A fertilization program should be based on soil test analyses. High rates of fertilizer, especially nitrogen, will produce a dark green turf, but will also lead to growth problems such as bermudagrass encroachment or excess thatch. Two to three pounds of nitrogen per 1,000 square feet per year is generally good for zoysiagrass. The 3-pound rate may be preferable on sandy soils. Apply the nitrogen in split applications. The first application should be made during spring greenup, and again in mid and/or late summer. Determine phosphorus and potassium needs by soil testing. If soil testing is not used, a general purpose fertilizer with a 3-1-2 nitrogen-phosphorus-potassium (N-P2O5-K2O) ratio such as 12-4-8 is good. Apply 8 pounds of 12-4-8 per 1,000 square feet during spring greenup, and again in mid and/or late summer. Another possible choice of fertilizer is 6 pounds of 16-4-8 per 1,000 square feet. Apply the fertilizer evenly over the area when the grass leaves are dry. Use a mechanical spreader and use the two direction application procedure as described for seeding (Figure 1).
Proper mowing is also very important to maintaining healthy, attractive turf. Zoysiagrass should be mowed between the height on 1/2 inch to 1½ inches. A reel mower provides better appearance, especially at low mowing heights; however, rotary mowers with sharp blades are most often used. As a general rule, never remove more than of the leaf tissue at any one mowing. High and infrequent mowing tends to encourage thatch development and scalping. During periods of moisture stress, or in shaded areas, raise the mowing height about ½ inch. Most zoysiagrasses do not tolerate scalping as well as bermudagrass.
Irrigating mature turf areas should be on an "as-needed" basis. Irrigate only when the grass shows signs of moisture stress such as a dull bluish-grey color, rolling leaves or wilt. Apply enough water to thoroughly wet the soil to a depth of 6 to 8 inches. Irrigation at night has little effect on disease development and is the most efficient time to irrigate.
Zoysiagrass stolons and rhizomes are tough and decay slowly. Infrequent mowing, over-fertilization and over-irrigating lead to excess thatch buildup. Once these living and dead plant parts build into a layer, thatch is formed (Figure 2). When this thatch layer exceeds ½ inch, problems arise. Thatch reduces water movement and encourages shallow rooting that requires more frequent irrigation. It also harbors insects and disease organisms and often results in winter injury.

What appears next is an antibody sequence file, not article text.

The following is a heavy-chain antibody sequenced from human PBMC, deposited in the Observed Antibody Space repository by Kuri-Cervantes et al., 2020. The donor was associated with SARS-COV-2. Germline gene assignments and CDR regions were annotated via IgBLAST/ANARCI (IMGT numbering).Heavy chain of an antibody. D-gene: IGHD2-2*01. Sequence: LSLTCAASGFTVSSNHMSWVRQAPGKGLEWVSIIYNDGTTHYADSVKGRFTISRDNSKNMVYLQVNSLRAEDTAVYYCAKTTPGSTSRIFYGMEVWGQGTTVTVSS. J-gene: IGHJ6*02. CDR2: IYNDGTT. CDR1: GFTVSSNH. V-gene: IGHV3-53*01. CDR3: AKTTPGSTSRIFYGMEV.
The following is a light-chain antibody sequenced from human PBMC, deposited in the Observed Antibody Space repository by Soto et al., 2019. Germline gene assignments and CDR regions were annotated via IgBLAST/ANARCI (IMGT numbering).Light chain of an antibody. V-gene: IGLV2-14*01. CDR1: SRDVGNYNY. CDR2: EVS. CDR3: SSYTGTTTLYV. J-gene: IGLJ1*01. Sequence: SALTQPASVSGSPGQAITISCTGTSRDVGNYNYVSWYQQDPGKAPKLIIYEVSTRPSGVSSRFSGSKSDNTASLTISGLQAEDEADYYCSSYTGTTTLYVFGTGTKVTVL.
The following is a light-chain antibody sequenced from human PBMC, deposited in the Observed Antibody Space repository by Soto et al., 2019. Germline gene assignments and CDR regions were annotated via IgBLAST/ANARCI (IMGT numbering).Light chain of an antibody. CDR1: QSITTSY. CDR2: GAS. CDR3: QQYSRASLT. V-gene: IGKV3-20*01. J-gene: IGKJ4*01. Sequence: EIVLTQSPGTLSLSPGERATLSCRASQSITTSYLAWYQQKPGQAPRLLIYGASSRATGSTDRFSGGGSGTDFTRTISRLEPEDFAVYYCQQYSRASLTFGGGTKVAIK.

Removing excess thatch is generally a gradual process that may be done either before spring greenup or between greenup and the summer dry period in July. The most effective way to control thatch is by topdressing. This involves spreading a thin layer (¼") of clean topsoil over the turf surface. The most practical method of thatch control is by using vertical mowers, aerifiers, power rakes or other dethatching equipment. Generally, one pass over the lawn area is enough. A power rake usually is a spring tined device and is not effective on Zoysiagrass. The key is to discourage thatch development by avoiding improper mowing, fertilization, and irrigation.
A dense, healthy turf obtained through proper fertilization, mowing and watering is the best defense against pest problems. However, when problems arise from unwanted weeds, diseases, or insects, control is dependent upon proper pest identification and treatment.
Brown patch, rust and dollar spot diseases can cause problems in zoysiagrass that may require fungicides for control. However, cultural prac-tices such as proper irrigation and increased nitrogen for rust and dollar spot control are often enough. For brown patch, it is best to avoid improper irrigation and nitrogen application until the weather changes. White grubs can be a major insect pest in zoysiagrass. Examining the soil underlying the turf in late summer and early fall is the best method for monitoring this insect. In some parts of the country, chinch bugs are a serious problem during dry years in hot spots such as south-facing slopes and along concrete walks and drives. Nematodes, soil-borne microscopic worms, are reported to be very damaging to zoysiagrass. Areas with heavy infestations will continue to show severe wilt after watering and will not respond to applications of nitrogen.
Contact your local county extension office for assistance and appropriate publications if you suspect pest problems.
Originally prepared by Gil Landry, Jr., Extension Turf Specialist
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Oct 12, 2010.